Create a webmix of the most used sites for your class and first demonstrate how the webmix works on a projector or interactive whiteboard if you have special instructions or color coding for its use. Some examples include links to copyright free images, online textbooks, or online tools such as Google Docs, ThingLink, Prezi, and more. Link to teacher web pages, webquests, resource sites for your subject, and any other resource that is helpful for students. Consider creating a login for the whole class to update with suggestions from class members. Use this AS your class website. Color code the tiles on a webmix for younger, non-reader, or ESL/ELL students. For example, color each subject differently from the others. Differentiate by color coding varying levels of skills practice at a classroom computer center or to distinguish homework practice sites from in-class sites. Differentiate difficulty levels using the various colors enabling you to list resources for both your learning support students and gifted students and all in between. Use color to organize tools for different projects or individual students. You may want to share Symbaloo EDU with parents at Back to School Night and the color-coding system for differentiation. This will help parents (and students) find what sites are ideal for their levels. Be sure to link or embed your webmix on a computer center in your room for easy access. Share a review site webmix for parents and students to access at home before tests, as well. Team up with other teachers in your subject/grade to create chapter by chapter webmixes for all your students. If you are just starting with Symbaloo, this is a simple way to differentiate, however, Symbaloo now has a Lesson Plans tool (also called Learning Paths), reviewed here, to help you differentiate for individual or groups of students.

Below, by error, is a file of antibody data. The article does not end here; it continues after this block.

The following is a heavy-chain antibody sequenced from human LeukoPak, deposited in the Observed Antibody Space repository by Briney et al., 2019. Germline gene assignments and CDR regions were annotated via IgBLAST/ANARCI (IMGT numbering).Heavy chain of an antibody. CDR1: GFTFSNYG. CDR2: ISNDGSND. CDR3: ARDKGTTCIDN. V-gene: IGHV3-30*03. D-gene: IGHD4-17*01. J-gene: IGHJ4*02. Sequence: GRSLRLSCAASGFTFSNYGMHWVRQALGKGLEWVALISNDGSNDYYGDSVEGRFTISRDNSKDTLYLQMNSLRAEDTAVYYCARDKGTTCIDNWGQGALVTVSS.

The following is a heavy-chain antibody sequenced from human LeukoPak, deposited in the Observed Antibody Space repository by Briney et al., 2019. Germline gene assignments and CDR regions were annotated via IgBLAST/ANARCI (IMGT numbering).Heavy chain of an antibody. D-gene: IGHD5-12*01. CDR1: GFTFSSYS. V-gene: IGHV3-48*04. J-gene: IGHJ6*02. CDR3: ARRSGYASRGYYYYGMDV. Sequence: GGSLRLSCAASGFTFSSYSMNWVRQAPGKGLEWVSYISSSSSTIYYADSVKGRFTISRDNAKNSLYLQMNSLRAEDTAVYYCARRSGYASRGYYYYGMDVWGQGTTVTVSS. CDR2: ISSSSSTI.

Challenge your gifted students to curate and collaborate on their own webmixes as a curriculum extension activity on topics such as climate change or pros and cons of genetically engineered food. They can use color coding to sort sites by bias (or neutrality) as well as to group subtopics under the overall theme. Use the student-made webmixes with other students to raise the overall level of discussion in your class or as an extra credit challenge. If you embed the webmix in a class wiki, all students can respond with questions and comments for the gifted students to moderate and reply, creating a student-led community of learners.
Grades2 to 8
tag(s): worksheets (62)
In the ClassroomThis is a great site to help students better understand fractions. Use on an interactive whiteboard or projector and fill out the sheets on the board. Print out the worksheets and pair them with manipulatives and create a center. Since the worksheets have different levels, use them to differentiate for students who need extra scaffolding or for students who need extension activities.
GradesK to 12
tag(s): printables (39)